Thanks to all who replied to my question. The consensus seems to be that
these birds are mistaking at least the Yellow-tailed Black-Cockatoos for
birds of prey. This could be, but I think it?s worth noting here that
often smaller birds as well as currawongs etc. seem to be able to
distinguish quite well between species (or at least groups) of raptors,
eg. they will give the ?hawk-alarm? and keep hidden when there?s a
falcon or a goshawk about, but not for an eagle, which is not a threat
to their personal safety (although they are of course a threat to
nestlings). I think a YTBC is at least as easily distinguishable as
types of raptors are from each other. Perhaps not so for these birds,
and they might be playing it safe.
A friend of mine thinks that currawongs will attack anything if it is a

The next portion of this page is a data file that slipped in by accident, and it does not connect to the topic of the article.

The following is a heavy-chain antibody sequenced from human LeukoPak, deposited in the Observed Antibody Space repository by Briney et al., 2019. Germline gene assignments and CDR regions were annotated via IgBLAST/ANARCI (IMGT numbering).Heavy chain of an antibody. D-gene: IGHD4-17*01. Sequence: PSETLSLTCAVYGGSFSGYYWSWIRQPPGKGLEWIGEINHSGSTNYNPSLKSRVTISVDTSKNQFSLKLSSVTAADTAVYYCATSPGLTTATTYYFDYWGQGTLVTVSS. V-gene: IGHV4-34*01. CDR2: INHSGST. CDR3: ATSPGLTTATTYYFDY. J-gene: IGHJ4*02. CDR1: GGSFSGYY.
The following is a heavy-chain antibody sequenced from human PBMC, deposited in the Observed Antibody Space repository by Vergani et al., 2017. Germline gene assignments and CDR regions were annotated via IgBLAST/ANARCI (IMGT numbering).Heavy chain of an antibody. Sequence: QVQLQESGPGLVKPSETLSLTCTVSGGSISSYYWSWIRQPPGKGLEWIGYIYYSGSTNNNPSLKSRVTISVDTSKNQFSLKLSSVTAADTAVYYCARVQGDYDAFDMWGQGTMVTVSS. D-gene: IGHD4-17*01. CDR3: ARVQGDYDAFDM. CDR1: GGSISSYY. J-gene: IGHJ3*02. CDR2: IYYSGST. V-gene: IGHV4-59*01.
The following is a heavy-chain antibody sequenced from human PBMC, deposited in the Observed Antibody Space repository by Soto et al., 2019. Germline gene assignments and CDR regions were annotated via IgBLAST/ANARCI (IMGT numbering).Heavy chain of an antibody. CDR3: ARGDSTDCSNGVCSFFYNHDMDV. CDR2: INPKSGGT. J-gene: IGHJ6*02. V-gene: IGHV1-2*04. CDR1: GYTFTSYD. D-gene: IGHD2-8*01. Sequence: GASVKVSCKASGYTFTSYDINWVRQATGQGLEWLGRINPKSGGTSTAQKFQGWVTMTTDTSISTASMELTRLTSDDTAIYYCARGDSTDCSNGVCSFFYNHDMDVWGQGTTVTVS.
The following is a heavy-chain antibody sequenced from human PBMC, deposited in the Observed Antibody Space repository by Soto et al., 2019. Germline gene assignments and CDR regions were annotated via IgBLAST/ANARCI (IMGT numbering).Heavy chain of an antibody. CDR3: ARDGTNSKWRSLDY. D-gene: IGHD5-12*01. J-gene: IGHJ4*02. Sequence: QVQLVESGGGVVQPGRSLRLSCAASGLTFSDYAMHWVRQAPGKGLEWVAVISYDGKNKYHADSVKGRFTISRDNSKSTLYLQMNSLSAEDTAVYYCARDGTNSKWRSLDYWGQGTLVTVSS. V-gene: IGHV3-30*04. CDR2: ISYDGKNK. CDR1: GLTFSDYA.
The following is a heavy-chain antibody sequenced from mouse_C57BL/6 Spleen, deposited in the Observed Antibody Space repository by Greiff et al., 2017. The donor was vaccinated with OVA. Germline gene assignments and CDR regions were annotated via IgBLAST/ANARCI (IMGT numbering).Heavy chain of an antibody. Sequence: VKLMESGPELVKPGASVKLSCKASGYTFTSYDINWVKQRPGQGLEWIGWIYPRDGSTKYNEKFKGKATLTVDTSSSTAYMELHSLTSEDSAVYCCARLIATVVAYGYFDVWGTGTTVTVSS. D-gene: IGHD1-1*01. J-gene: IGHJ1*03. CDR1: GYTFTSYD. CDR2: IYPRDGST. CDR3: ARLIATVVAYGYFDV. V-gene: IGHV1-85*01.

bit unusual. Perhaps it?s their way of ?playing it safe?. This could
apply to herons but not YTBCs which are very commonly seen in my area.
Other suggestions offered were that herons are not entirely harmless,
being quite willing to eat birds; and that ?currawongs and magpies are
just stroppy?. As flippant as it sounds, I reckon there?s something in
that. There was an article in Nature Australia magazine (Spring 1997) by
Nick Cilento who put forward the theory that some male Australian
Magpies are inclined to attack people during their nesting season not
because we are a threat to eggs or young (as is commonly supposed), but
because they have such an excess of hormones that their territorial
aggression is extended to species other than rival magpies ? and they
are ?showing off?. I can see parallels with humans!
Anyway, I don?t claim to know the answers, just offering some thoughts.
>Why is it that birds such as Pied Currawongs and Australian Magpies
>often harass or attack seemingly non-threatening species like
>Yellow-tailed Black-Cockatoos or herons flying over? I have my theories
>about this but would like to know what other birding-ausers think.
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